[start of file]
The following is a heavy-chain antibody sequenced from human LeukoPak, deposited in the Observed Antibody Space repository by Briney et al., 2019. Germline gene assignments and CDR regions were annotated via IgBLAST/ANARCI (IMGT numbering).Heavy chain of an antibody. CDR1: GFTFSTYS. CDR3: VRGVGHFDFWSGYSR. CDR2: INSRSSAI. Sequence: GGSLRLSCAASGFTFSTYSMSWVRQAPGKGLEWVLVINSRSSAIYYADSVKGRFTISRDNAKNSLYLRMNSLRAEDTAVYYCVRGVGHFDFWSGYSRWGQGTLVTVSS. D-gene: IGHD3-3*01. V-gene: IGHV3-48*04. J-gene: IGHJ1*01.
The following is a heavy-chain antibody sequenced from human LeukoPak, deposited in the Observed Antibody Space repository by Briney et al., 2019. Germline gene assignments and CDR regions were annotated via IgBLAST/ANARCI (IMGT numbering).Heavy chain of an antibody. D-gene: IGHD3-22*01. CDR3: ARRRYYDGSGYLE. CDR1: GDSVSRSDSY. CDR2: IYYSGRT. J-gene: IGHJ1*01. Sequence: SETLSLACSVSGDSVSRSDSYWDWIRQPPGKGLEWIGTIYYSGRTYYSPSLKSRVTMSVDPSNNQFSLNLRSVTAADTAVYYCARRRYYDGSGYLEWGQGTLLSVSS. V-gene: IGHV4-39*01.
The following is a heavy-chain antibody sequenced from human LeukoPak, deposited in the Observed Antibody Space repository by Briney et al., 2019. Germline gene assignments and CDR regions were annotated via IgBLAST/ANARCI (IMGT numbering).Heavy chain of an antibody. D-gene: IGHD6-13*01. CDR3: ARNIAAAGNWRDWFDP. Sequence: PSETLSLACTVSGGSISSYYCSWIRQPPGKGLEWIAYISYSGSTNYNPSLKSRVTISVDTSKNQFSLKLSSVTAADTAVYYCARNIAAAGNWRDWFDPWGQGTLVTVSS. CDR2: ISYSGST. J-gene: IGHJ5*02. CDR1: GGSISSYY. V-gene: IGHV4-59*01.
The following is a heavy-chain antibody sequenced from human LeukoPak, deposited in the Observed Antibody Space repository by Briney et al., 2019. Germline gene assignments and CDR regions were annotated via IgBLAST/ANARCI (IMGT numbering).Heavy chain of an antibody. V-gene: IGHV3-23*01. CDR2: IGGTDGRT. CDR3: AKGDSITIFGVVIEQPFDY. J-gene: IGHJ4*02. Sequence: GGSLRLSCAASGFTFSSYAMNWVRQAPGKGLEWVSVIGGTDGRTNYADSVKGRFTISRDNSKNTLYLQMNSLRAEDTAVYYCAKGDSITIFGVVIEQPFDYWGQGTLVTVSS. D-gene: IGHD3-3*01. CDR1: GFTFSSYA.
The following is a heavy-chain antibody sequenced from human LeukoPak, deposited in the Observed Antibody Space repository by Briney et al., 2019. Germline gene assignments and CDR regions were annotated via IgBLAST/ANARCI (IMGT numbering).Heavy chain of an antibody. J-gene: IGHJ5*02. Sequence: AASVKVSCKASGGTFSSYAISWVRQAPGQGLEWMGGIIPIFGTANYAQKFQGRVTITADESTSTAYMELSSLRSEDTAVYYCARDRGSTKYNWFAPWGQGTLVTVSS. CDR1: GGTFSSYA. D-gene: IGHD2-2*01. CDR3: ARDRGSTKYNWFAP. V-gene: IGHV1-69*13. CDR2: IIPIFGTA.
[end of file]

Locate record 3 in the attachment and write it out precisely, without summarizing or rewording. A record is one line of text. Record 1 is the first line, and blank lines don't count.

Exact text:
The following is a heavy-chain antibody sequenced from human LeukoPak, deposited in the Observed Antibody Space repository by Briney et al., 2019. Germline gene assignments and CDR regions were annotated via IgBLAST/ANARCI (IMGT numbering).Heavy chain of an antibody. D-gene: IGHD6-13*01. CDR3: ARNIAAAGNWRDWFDP. Sequence: PSETLSLACTVSGGSISSYYCSWIRQPPGKGLEWIAYISYSGSTNYNPSLKSRVTISVDTSKNQFSLKLSSVTAADTAVYYCARNIAAAGNWRDWFDPWGQGTLVTVSS. CDR2: ISYSGST. J-gene: IGHJ5*02. CDR1: GGSISSYY. V-gene: IGHV4-59*01.